Letters to the Editor, Dec. 3-6, 2016 | ParkRecord.com

Letters to the Editor, Dec. 3-6, 2016

Submissions from Park Record readers


Post election, parents must redouble efforts to be better role models


I have good kids. They have spent their whole lives growing up in Utah, mostly in Park City. They have been taught by their teachers, the church, their athletic coaches, my lovely wife and myself that it is not OK to degrade other people. They know that it is not OK to be a racist. They know it is not OK to be a sexist. They know it is not OK to be prejudiced against people because of their religion. They know it is not OK to ridicule people who are disabled. They know it is not OK to lie. They not it is not OK for a billionaire to not pay taxes. They know that it is not OK that some of their former classmates and their families maybe deported.

Growing up in Park City they unequivocally know that global warming is not a hoax. They remember when it did not rain here in the winter. They remember when they skied on November 20th, not mountain biked.

Now that they are old enough to vote and exercised their right to vote they were devastated by the outcome of the presidential election as was I. The person that won embodies everything they have learned is wrong.

With the cabinet positions he has filled thus far, a Republican Congress and conservative Supreme Court our country is in a precarious situation. It is time to get vocal and act locally.

Mike Mooney
Park City

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Summit County stands for compassion


I’m compelled to respond to “Sheriff must uphold the law regarding illegal immigrants” by Mr. Rob Baker you published last Saturday. Contrary to Mr. Baker’s assertion: The Sheriff’s and Park Record’s protective stance on behalf of our immigrant community does indeed identify and align with their constituency. That constituency includes me and the majority of voters in Summit County who do not support Mr. Trump’s reckless commentary on immigration reform.

Our local leaders are prudent in taking Mr. Trump literally, and the risks he represents seriously. I applaud them for taking action to calm the fears of our immigrant community and for clarifying their immigration enforcement policy boundaries.

Mr. Baker’s letter also implies Trump supporters were smarter than the rest of us in not taking Trump literally. That is an unfortunate rationalization. Most Trump supporters I know acknowledged his deep character flaws and vacant credibility but still voted on the basis of one or more opinions or fears in them he promised to champion or protect. That’s neither smart nor wise. It’s a sad and dangerous compromise of integrity. And it’s at the root of the deep post-election division between us, even between friends and families.

Let’s indeed go back to work. But not with the “calm” resignation Mr. Baker suggests. Mr. Trump is positioning changes to the heart and soul of our country. He has no such mandate. Those of us who define prosperity with an inclusive, compassionate, progressive world view need to remain engaged and ready to protect the vision of our country the majority of Americans voted for.
Park City

Judd Werner
Park City

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Local student finds holiday shopping deals at recycling center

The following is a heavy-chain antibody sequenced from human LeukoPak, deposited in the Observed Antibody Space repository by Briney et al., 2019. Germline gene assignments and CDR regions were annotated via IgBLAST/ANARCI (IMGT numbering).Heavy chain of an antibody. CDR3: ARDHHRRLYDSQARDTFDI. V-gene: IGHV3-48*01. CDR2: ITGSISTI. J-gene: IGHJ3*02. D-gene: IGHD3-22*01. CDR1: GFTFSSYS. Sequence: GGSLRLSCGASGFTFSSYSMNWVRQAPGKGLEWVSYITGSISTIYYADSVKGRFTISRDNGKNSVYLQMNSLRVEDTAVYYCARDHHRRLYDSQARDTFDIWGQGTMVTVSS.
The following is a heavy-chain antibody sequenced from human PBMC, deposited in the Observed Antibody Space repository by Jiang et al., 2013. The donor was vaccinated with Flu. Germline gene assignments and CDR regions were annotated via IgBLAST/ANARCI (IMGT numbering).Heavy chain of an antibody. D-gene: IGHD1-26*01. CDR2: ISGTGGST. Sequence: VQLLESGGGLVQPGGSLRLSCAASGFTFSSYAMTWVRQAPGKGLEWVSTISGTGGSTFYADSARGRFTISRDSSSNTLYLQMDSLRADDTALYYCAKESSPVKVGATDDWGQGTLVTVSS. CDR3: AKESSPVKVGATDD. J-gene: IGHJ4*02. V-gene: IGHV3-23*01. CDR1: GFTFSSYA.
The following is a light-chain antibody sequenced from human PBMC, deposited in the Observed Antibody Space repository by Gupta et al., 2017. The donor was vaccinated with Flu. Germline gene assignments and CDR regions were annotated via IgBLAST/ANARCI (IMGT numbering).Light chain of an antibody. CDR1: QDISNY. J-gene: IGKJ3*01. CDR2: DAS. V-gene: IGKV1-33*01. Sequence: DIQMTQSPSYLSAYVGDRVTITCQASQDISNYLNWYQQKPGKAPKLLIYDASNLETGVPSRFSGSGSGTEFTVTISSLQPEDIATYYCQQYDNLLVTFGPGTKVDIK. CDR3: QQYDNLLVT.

A loyal fan, and regular user, of our town recycling center, I pop into their warehouse once in a while, just out of curiosity, not because I necessarily need for anything in particular. But the other day when I stopped in, I found more of a shop than a warehouse, full of treasures, out on display and arranged like a real store. Everything from tableware to Christmas ornaments, great stocking stuffers, you name it, and all tagged with prices that anyone can afford. So just wanted to share that little bit of inside information.

The Warehouse supports Recycle Utah’s 24/7 recycling services, including the collection of over 45 hard-to-recycle materials. What a great resource for our village over the coming weeks of shopping till we drop. What a great resource generally!

Sophie Elliott
Park City

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Recreation facilities don’t always require bricks and mortar


In response to The Park Record article dated Nov. 30, 2016 “Basin Rec picks 10 sites”: The article stated that $38.8 million was dedicated to a swimming facility and $26 million was dedicated to an ice rink. I wondered from where does this money come? Where will the money come from in the future?

I have lived in the Park City area since 1989. I have been to the Ecker Hill swimming facility once to watch my daughter complete her swimming certificate. I have never been to the ice skating facility. I believe in the commonwealth and in public facilities, but I also believe this money would be better spent on purchasing as much open space as possible.

Open space has low overhead. Open space will last for a very long time. With open
space, we won’t have to maintain any buildings or pay utilities or too
many salaries to manage the space. Our children won’t have to upgrade the buildings in 30 years (or 30 years after that).

Currently, if folks want to swim for a minimum cost they can go to Ecker Hill. If they want to skate, go to the existing skating rink. If there is demand beyond that, then folks could go to commercial enterprises and pay per use. Why do we have to keep building buildings? Is there no value in undeveloped space? Does open space have value?

Have I become a curmudgeon? Wouldn’t it be better to use this public money to
purchase the open space we were attracted to in the first place?

David Chambers
Park City

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